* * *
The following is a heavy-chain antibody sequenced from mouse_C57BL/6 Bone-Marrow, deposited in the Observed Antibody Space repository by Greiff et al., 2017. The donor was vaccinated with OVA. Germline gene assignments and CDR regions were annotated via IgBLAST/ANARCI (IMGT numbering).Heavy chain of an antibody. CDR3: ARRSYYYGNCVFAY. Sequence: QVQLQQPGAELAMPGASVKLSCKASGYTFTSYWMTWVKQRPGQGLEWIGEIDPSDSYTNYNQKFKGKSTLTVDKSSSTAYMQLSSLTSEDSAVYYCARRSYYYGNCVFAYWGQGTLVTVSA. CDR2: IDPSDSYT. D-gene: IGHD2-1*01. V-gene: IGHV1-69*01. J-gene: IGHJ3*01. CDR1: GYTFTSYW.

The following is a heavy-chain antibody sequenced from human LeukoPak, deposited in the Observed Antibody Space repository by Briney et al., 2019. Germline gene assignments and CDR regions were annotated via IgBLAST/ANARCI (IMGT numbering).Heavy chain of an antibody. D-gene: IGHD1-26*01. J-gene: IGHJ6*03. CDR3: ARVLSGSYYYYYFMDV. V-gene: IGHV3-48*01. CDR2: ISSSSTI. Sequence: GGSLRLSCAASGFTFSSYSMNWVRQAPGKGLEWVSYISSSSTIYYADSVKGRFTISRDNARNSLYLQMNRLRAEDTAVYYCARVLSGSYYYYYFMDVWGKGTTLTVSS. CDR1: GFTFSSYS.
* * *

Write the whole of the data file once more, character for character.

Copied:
The following is a heavy-chain antibody sequenced from mouse_C57BL/6 Bone-Marrow, deposited in the Observed Antibody Space repository by Greiff et al., 2017. The donor was vaccinated with OVA. Germline gene assignments and CDR regions were annotated via IgBLAST/ANARCI (IMGT numbering).Heavy chain of an antibody. CDR3: ARRSYYYGNCVFAY. Sequence: QVQLQQPGAELAMPGASVKLSCKASGYTFTSYWMTWVKQRPGQGLEWIGEIDPSDSYTNYNQKFKGKSTLTVDKSSSTAYMQLSSLTSEDSAVYYCARRSYYYGNCVFAYWGQGTLVTVSA. CDR2: IDPSDSYT. D-gene: IGHD2-1*01. V-gene: IGHV1-69*01. J-gene: IGHJ3*01. CDR1: GYTFTSYW.

The following is a heavy-chain antibody sequenced from human LeukoPak, deposited in the Observed Antibody Space repository by Briney et al., 2019. Germline gene assignments and CDR regions were annotated via IgBLAST/ANARCI (IMGT numbering).Heavy chain of an antibody. D-gene: IGHD1-26*01. J-gene: IGHJ6*03. CDR3: ARVLSGSYYYYYFMDV. V-gene: IGHV3-48*01. CDR2: ISSSSTI. Sequence: GGSLRLSCAASGFTFSSYSMNWVRQAPGKGLEWVSYISSSSTIYYADSVKGRFTISRDNARNSLYLQMNRLRAEDTAVYYCARVLSGSYYYYYFMDVWGKGTTLTVSS. CDR1: GFTFSSYS.